According to Madigan’s suit, ICJIA officials noticed an addition to the Byrne JAG funding application for 2017. The application contained several new conditions requiring recipients of the grant funding allow U.S. Department of Homeland Security employees access to any detention facility to meet with anyone believed to be an immigrant; and provide DHS with “at least 48 hours advance notice” regarding the scheduled release date of an immigrant in local law enforcement custody if requested.
According to the suit, ICJIA applied in time for the grant deadline. But unlike many other states, cities and counties who have already received their funding, Illinois has not.
The suit claims that Deputy Assistant Attorney General Alan Hanson of the DOJ’s Office of Justice Programs sent a letter last November in response to ICJIA’s application for Byrne JAG funding. He wrote that the DOJ was concerned the Trust Act violated federal law, according to the lawsuit.
ICJIA officials explained that the state law does not violate federal law because it does not restrict agencies from sharing immigration status information with federal authorities, according to the suit. A back and forth between Hanson and the department ensued, the suit claims. In his last letter to ICJIA in February, Hanson asked for all orders, directives, instructions, or guidance to local law enforcement regarding communication with federal immigration authorities. ICJIA officials sent the requested information, but haven’t heard anything from the DOJ since, according to the suit.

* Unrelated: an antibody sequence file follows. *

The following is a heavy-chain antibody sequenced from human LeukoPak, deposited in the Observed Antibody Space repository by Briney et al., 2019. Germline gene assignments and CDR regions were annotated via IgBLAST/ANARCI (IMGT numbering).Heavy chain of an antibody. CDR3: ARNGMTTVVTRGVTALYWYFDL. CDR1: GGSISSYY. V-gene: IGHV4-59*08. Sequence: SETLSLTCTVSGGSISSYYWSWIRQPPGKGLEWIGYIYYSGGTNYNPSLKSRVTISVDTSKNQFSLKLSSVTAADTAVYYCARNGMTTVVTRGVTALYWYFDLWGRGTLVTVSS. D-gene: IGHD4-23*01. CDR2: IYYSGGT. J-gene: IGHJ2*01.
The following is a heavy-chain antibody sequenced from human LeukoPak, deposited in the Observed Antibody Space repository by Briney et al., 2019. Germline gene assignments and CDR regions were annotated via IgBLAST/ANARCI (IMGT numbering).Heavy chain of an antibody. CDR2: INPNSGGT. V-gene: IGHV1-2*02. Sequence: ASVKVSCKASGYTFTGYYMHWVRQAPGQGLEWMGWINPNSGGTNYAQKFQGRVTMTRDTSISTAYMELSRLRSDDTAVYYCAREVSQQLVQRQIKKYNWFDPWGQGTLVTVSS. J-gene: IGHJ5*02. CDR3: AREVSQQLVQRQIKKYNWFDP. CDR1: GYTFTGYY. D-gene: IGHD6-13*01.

Madigan’s office argues two points in the lawsuit: First, that the Trust Act does not violate federal law, and second, that the conditions attached to the Byrne JAG funding are unconstitutional.
Chicago’s Legal Victory Against DOJ
Chicago sued the DOJ over the same issue last year. The DOJ withheld grant funds from the city due to its sanctuary status. The Seventh Circuit Court of Appeals sided with Chicago in April. Initially, that ruling in Chicago’s favor was supposed to apply nationwide — meaning any other state or municipality whose funds had been withheld should have received them from the DOJ. But that ruling was amended late last month to apply only to Chicago.
Vik Amar, dean of the University of Illinois College of Law and an expert on constitutional law, explains it this way: “The federal government says right now that we’ve been ordered to ignore our own conditions only with respect to Chicago. But with respect to everybody else, we’re going to continue to apply the conditions that we think are ones we have every right to apply.”
In other words, every other county, state or municipality whose funds have been withheld will have to sue separately for relief.
Because the Seventh Circuit has already ruled on this issue with respect to Chicago, Amar said Madigan will most likely win this lawsuit in the lower courts — which are bound by the circuit court’s decision. It’s possible the case could make it to the Supreme Court, he said.
Amar said even a conservative majority on the high court wouldn’t guarantee the DOJ a win on this case.
“I don’t think a conservative Supreme Court is going to disagree necessarily with the Seventh Circuit about this,” he said. “I think the Seventh Circuit’s reasoning on the merits was pretty sound.”